As Obamacare looms, manufacturers brace for the worst
Another day, another survey about Obamacare.
About a week ago, we reported on a survey of hiring among small- and medium-sized businesses, which found the Affordable Care Act to be only a minor factor in determining the number, and type, of employees on their payroll. [http://www.inc.com/Adam-Bluestein/Obamacare-hiring.html] Apparently, few of those survey respondents were manufacturers-;who are viewing the approaching implementation of Obamacare with dread.
Among the 317 companies who participated in the National Association of Manufacturers/Industry Week Q2 Survey, 82.2 percent said that “rising health care/insurance costs” was their top business concern-;ahead of taxes and regulations, uncertainties about the political climate (each cited by 66.9 percent of respondents), and well ahead of worries about weaker domestic and foreign sales of their products (cited by 50 percent and 27 percent, respectively).
Health-care anxiety is up from last quarter’s survey, when 74 percent of respondents listed insurance costs as a top concern. “Even in three months, it’s ticked up in a way that’s statistically relevant,” says Joe Trauger, NAM’s vice president of human-resources policy. “It’s having an impact on how they’re conducting business-;trying to decide whether to decide additional people and making other long-term planning decisions.”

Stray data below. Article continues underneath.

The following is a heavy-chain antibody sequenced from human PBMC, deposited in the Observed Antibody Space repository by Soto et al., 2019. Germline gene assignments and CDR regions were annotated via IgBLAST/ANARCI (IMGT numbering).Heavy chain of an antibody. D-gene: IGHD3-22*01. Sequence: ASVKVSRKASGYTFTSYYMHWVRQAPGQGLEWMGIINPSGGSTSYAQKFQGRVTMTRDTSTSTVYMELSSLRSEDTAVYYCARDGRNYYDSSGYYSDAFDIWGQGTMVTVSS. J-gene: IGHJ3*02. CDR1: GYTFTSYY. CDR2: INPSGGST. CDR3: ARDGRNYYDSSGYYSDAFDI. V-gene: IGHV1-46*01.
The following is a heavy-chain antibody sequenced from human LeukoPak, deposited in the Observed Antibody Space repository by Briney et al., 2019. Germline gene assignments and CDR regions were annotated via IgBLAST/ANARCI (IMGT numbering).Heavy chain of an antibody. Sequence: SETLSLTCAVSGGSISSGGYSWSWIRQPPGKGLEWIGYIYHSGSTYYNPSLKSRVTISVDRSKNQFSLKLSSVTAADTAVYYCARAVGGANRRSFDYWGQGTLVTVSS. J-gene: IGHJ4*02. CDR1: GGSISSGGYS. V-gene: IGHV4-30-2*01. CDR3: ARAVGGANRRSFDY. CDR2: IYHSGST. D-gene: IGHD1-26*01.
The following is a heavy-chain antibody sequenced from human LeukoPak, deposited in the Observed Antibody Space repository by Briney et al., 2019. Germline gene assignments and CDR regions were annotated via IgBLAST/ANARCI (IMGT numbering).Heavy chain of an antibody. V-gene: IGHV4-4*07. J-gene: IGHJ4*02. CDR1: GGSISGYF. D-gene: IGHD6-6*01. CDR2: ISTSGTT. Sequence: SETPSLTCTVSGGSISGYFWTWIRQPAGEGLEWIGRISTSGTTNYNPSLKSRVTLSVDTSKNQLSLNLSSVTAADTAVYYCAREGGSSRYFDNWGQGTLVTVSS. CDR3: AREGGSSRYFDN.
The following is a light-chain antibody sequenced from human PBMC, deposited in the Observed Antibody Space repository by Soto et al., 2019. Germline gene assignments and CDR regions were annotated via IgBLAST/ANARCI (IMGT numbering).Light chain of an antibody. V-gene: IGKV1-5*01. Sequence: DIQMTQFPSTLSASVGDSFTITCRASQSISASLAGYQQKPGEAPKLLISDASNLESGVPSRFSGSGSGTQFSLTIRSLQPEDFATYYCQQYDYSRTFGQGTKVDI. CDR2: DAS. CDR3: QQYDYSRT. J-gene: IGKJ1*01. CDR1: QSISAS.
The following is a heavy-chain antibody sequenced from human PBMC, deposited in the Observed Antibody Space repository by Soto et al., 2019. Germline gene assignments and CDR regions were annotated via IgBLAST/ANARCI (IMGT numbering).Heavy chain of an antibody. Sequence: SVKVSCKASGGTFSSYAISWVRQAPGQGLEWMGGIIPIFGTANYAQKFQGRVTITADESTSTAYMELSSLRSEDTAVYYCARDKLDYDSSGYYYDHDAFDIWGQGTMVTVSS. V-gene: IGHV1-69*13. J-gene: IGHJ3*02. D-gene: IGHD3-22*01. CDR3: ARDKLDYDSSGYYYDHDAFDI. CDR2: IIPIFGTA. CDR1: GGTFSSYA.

Ninety-nine percent of manufacturers surveyed already offer health benefits to their employees. So their big concern isn’t about having paying a bunch of new premiums, but rather seeing their existing premiums go up even more than they already have-;8.5 percent on average in each of the past two years. The respondents anticipate an average premium increase of 14 percent in 2014, but that’s an estimate: While some companies have already started negotiating next year’s rates, many are simply guessing guess based on past experience and their internal utilization data. “I think the larger message here,” says Trauger, “is that no one is expecting rates to go down. Everyone expects moderate to significant increases.”
The certainty about which way premiums are headed is countered by confusion about almost everything else having to do with Obamacare: About 56 percent of those surveyed said they were either not prepared or uncertain about how they planned to implement the ACA at the beginning of 2014. And more than 41 percent said they were uncertain if their business would participate in a health insurance exchange.
Kvetching about health-care and politics aside, 51.6 percent of manufacturers surveyed expected their payrolls to hold steady, and more than twice as many companies expected to add full-timers (32.5 percent) than to cut them (15.9 percent).